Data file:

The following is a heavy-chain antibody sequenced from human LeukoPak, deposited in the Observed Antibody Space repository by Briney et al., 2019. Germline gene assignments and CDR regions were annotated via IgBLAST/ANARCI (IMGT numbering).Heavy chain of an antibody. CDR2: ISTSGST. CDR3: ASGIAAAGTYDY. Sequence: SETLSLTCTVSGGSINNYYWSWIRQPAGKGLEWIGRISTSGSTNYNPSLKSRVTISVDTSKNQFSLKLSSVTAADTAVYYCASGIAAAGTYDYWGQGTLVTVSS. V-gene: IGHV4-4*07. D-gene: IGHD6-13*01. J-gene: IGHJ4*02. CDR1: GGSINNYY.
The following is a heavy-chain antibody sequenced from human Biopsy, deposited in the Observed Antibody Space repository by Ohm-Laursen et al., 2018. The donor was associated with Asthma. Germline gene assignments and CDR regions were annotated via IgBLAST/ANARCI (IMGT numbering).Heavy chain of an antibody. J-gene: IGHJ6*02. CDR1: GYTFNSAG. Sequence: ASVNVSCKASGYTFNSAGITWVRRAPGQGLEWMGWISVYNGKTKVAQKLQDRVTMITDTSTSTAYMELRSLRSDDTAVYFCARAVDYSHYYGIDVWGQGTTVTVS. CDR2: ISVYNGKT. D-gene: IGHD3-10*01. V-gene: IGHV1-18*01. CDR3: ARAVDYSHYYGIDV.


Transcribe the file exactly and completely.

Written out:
The following is a heavy-chain antibody sequenced from human LeukoPak, deposited in the Observed Antibody Space repository by Briney et al., 2019. Germline gene assignments and CDR regions were annotated via IgBLAST/ANARCI (IMGT numbering).Heavy chain of an antibody. CDR2: ISTSGST. CDR3: ASGIAAAGTYDY. Sequence: SETLSLTCTVSGGSINNYYWSWIRQPAGKGLEWIGRISTSGSTNYNPSLKSRVTISVDTSKNQFSLKLSSVTAADTAVYYCASGIAAAGTYDYWGQGTLVTVSS. V-gene: IGHV4-4*07. D-gene: IGHD6-13*01. J-gene: IGHJ4*02. CDR1: GGSINNYY.
The following is a heavy-chain antibody sequenced from human Biopsy, deposited in the Observed Antibody Space repository by Ohm-Laursen et al., 2018. The donor was associated with Asthma. Germline gene assignments and CDR regions were annotated via IgBLAST/ANARCI (IMGT numbering).Heavy chain of an antibody. J-gene: IGHJ6*02. CDR1: GYTFNSAG. Sequence: ASVNVSCKASGYTFNSAGITWVRRAPGQGLEWMGWISVYNGKTKVAQKLQDRVTMITDTSTSTAYMELRSLRSDDTAVYFCARAVDYSHYYGIDVWGQGTTVTVS. CDR2: ISVYNGKT. D-gene: IGHD3-10*01. V-gene: IGHV1-18*01. CDR3: ARAVDYSHYYGIDV.